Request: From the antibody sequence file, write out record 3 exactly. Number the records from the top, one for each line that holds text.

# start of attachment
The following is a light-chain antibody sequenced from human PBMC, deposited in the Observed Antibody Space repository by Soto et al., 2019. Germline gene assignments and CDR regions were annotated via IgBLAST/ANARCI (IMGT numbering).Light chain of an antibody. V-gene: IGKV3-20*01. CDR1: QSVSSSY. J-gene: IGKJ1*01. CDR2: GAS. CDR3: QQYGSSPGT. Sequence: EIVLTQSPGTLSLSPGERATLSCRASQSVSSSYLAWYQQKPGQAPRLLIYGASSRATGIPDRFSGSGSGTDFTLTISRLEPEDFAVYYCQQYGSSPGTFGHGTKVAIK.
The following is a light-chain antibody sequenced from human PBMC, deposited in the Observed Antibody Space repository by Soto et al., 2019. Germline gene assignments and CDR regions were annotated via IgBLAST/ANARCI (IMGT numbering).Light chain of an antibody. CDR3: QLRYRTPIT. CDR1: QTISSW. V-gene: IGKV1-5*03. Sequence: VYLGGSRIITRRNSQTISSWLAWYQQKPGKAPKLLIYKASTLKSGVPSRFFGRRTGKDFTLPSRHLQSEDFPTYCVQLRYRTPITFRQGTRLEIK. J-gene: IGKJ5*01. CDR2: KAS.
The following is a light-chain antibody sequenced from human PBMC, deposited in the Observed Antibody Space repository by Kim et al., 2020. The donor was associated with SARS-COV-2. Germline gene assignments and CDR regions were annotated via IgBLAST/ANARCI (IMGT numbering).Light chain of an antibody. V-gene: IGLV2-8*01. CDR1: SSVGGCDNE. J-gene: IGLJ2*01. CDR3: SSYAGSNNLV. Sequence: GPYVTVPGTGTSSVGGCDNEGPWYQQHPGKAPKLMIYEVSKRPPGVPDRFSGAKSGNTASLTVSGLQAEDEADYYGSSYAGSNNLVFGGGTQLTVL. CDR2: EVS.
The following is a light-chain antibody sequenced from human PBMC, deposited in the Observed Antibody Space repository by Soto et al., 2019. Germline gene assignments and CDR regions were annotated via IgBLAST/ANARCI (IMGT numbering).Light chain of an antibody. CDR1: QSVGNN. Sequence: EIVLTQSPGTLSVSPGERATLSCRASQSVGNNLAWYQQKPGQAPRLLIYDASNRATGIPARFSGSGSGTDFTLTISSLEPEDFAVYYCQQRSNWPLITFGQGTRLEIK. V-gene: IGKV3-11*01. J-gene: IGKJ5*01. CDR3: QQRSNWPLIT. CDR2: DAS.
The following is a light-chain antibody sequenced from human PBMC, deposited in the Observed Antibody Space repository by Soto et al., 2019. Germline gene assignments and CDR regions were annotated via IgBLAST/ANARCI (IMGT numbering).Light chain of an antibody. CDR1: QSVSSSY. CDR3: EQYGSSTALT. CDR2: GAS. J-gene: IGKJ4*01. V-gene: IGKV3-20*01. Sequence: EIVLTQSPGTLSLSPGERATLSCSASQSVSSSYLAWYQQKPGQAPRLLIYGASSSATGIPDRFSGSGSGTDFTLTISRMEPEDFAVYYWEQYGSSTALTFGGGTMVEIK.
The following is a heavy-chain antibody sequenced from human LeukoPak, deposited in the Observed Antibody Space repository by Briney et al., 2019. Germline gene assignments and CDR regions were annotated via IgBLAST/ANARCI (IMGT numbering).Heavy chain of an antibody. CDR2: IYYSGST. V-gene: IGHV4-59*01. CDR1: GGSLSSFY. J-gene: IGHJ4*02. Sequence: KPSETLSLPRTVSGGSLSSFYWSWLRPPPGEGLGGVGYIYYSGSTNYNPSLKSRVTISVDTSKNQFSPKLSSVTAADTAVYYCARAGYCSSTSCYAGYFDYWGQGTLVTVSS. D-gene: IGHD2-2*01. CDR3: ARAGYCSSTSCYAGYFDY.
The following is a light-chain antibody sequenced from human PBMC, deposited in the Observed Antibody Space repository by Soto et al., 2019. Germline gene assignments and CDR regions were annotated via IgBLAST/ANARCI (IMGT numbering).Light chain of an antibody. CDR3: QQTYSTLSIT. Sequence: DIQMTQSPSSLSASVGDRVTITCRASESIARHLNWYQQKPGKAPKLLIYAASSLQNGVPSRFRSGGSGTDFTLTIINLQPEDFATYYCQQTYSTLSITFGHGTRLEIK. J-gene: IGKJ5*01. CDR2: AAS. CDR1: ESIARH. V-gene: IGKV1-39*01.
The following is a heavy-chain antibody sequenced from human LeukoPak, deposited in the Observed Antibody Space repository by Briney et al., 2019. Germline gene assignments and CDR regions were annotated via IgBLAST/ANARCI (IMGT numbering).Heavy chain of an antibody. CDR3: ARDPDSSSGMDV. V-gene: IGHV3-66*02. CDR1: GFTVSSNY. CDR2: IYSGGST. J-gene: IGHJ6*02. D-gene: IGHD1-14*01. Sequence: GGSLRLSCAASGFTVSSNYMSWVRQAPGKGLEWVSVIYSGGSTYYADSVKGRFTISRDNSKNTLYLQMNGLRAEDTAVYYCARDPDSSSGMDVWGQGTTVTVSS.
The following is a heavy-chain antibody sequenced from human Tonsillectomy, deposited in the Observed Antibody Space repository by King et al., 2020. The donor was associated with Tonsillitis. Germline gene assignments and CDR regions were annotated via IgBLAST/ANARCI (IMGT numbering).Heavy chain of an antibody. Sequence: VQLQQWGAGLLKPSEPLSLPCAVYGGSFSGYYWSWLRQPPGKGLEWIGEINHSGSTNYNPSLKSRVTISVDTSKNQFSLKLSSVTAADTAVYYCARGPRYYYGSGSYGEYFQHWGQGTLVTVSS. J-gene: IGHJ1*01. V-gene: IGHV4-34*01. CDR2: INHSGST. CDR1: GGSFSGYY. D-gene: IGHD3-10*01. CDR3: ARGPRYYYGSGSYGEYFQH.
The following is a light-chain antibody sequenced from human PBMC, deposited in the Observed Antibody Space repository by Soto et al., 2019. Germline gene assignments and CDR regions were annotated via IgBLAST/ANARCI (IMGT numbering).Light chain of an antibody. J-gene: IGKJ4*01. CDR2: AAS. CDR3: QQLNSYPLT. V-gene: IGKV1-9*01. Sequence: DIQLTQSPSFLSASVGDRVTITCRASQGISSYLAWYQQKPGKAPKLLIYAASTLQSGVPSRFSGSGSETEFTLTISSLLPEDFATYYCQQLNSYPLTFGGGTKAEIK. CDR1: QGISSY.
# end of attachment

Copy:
The following is a light-chain antibody sequenced from human PBMC, deposited in the Observed Antibody Space repository by Kim et al., 2020. The donor was associated with SARS-COV-2. Germline gene assignments and CDR regions were annotated via IgBLAST/ANARCI (IMGT numbering).Light chain of an antibody. V-gene: IGLV2-8*01. CDR1: SSVGGCDNE. J-gene: IGLJ2*01. CDR3: SSYAGSNNLV. Sequence: GPYVTVPGTGTSSVGGCDNEGPWYQQHPGKAPKLMIYEVSKRPPGVPDRFSGAKSGNTASLTVSGLQAEDEADYYGSSYAGSNNLVFGGGTQLTVL. CDR2: EVS.